I'm so pleased to share an interview with Andrea Rangel about her new book, Rugged Knits. If you haven't spied the book yet, it's a must! There are so many great wardrobe staples in the book, and knowing Andrea personally, I know that she is diligent when it comes to her knitwear designs. Her patterns are always well thought out and her designs have an edge of fun while being totally functional.
Bea: First of all, congratulations on a beautiful book Andrea! Having watched you go through the process of creating this (from afar), I was so excited to see it come into being! A book of knitting patterns is quite an undertaking. I wonder if you would share a few highlights of the process; How did Rugged Knits come into being in the earliest stages? Was it your vision from the beginning or did it evolve?
Andrea: Rugged Knits was a combination of a couple of different concepts. First, I wanted to create a collection of knitted active-wear - pieces really designed for cold weather sporting activities like camping, cycling, hiking, climbing, and snow sports. I’d been turning this idea over in my mind for a while when I was invited to submit a book proposal to Interweave. Kerry Bogert over at Interweave actually came up with the title, Rugged Knits. She suggested I create a proposal for a book of chunky knits that had the same feel as Sentiment, a super bulky lace shawl pattern I published a few years ago. While I wasn’t sure I wanted to do a whole chunky collection at the time, I loved the concept of Rugged Knits, and I took a lot of time to explore what “rugged” could mean to me. In the end I broadened my sportswear idea to encompass all sorts of activities with the focus being on functional, classic, and long-lasting pieces. And of course, I also included several chunky pieces too! (Textured Wisp, Blackberry Grove, and Surging River.)
Bea: What was the biggest challenge in creating Rugged Knits?
Andrea: In most of my work, there’s a point where I’m deep in creating the sample and something isn’t as amazing as it could be. Being able to see that, pause, and make the necessary improvements can be a huge challenge. It often means ripping out the work I’ve already done, going back to my spreadsheets and my charts, and re-thinking everything. That can be really emotionally difficult, particularly if the knitting has been extensive, and even more so if I’ve already ripped it out a few times. The first frogging doesn’t make me happy, but it doesn’t depress me either - it’s a part of the process. But the third and fourth are harder. The design I re-worked the most was Woolen Explorer, and I also made major changes to Hazy Cloud, Gleaming Horizon, and Boreal Toque while they were in process. It’s one reason I feel so attached to knitting my own samples - I love to see how much better pieces can be than I originally envisioned. That was made even more challenging because I was on a tight deadline and I needed to maintain a cohesive collection while I made improvements.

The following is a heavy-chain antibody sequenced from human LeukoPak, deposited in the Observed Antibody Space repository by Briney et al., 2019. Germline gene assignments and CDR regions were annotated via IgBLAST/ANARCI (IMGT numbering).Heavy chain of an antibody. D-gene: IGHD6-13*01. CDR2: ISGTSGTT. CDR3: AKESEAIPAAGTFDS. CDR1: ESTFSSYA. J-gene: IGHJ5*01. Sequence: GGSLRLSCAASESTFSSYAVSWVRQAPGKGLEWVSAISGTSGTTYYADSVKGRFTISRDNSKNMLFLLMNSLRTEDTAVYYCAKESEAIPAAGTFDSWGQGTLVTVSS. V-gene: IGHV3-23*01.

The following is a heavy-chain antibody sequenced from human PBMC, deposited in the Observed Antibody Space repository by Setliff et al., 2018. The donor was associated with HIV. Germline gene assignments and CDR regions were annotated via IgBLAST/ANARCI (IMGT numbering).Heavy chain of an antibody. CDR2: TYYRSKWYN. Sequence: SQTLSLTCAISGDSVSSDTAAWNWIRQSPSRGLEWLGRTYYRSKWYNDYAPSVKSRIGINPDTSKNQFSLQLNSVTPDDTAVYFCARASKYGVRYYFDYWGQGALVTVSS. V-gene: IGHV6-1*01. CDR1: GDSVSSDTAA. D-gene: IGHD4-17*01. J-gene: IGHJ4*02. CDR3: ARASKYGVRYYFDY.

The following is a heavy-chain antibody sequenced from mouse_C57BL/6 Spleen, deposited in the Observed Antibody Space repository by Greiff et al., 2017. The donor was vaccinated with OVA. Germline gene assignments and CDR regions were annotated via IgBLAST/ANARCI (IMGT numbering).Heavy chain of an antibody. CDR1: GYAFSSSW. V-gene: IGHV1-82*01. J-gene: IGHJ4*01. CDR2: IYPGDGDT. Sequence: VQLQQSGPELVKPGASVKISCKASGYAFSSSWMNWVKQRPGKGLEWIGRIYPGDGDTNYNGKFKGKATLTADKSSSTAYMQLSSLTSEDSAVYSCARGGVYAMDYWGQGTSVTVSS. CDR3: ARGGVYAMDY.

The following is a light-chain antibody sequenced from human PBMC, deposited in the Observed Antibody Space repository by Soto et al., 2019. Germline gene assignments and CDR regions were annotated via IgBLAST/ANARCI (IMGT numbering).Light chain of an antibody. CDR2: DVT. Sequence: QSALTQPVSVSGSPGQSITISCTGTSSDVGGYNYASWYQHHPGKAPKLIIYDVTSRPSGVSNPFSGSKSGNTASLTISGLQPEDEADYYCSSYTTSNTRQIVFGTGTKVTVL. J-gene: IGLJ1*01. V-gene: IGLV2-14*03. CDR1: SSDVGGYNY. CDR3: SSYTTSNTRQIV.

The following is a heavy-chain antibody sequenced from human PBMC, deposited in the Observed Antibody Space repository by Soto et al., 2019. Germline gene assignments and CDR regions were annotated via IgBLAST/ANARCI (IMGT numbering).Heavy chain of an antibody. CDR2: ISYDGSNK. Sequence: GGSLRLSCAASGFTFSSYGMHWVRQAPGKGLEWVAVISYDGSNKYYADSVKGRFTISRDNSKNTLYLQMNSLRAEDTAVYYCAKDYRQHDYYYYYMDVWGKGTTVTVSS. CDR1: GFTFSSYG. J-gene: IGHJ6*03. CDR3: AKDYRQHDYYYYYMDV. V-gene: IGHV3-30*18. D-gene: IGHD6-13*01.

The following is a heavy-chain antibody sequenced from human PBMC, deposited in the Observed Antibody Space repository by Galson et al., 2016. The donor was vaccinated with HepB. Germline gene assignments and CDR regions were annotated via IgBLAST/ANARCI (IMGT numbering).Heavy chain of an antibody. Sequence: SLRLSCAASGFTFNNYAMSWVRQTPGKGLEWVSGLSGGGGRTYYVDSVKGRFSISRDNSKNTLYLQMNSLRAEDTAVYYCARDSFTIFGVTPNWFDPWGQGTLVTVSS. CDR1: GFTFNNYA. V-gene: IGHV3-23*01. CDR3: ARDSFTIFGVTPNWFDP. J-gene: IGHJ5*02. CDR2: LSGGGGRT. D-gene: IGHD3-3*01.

Bea: What was the most rewarding?
Andrea: There was something very special about seeing the book in print for the first time. It’s this physical proof of all the work I did and an amazing collaboration with the folks at Interweave. I was so excited by the matte cover combined with the glossy lettering. The book design is just amazing and I have to give a shout out to Charlene Tiedemann, the designer, along with the photography and styling team, Julia Vandenouver, Allie Liebgott, and Kathy Mackay for that!
Bea: Do you have any particularly favorite pieces?
Andrea: Of course it’s hard for me to choose, but the first one I’ve cast on for myself is Hazy Cloud. The sample is too big for me, and I know I need to have that in my wardrobe asap. I’m also thrilled with how Woolen Explorer came out. I think it’s the perfect winter coat for the PNW.
Bea: We recently talked about the collaboration between you and your husband when it comes to certain aspects of your knitwear design. I think this is such a special collaboration, and so intriguing since your husband is not a knitter. Would you tell us about the pieces in this book that were a collaboration?
Andrea: My husband Sean has a degree in fine art (sculpting and portrait painting were his focus). Since my formal training is in education and literature, not art, it’s always been helpful to get his opinion on colors and silhouettes. But he’s also helped me a lot by creating charts. Our process is generally collaborative - he’ll create a chart that’s visually engaging, and then I’ll adapt it to work with knitting. This definitely involves a lot of swatching and we tend to go through a few iterations before we settle on the final thing. He worked on the charts for Gleaming Horizon, Woolen Explorer, Passing Glacier, and Braided Brook.
Bea: What are your hopes for the book now that it's out?
Andrea: I hope that this is a long-lasting book that knitters will be inspired by for years to come. And of course I hope that lots of people knit the designs!
Bea: I'm not sure if you can talk about this yet, but I happen to know you have something else up your sleeve. Is there any tidbit you can share about your next project?
Andrea: I’m working on another book with Interweave! I can’t give too many details yet, but it’s going to be a hefty stitch dictionary just for color work and it’s due out next summer. Stay tuned!
Thank you so much Andrea! The book is filled with a lot of wonderful, functional designs, and so beautifully done. I'm dreaming of a Woolen Explorer and cedar Bough for myself! Congratulations!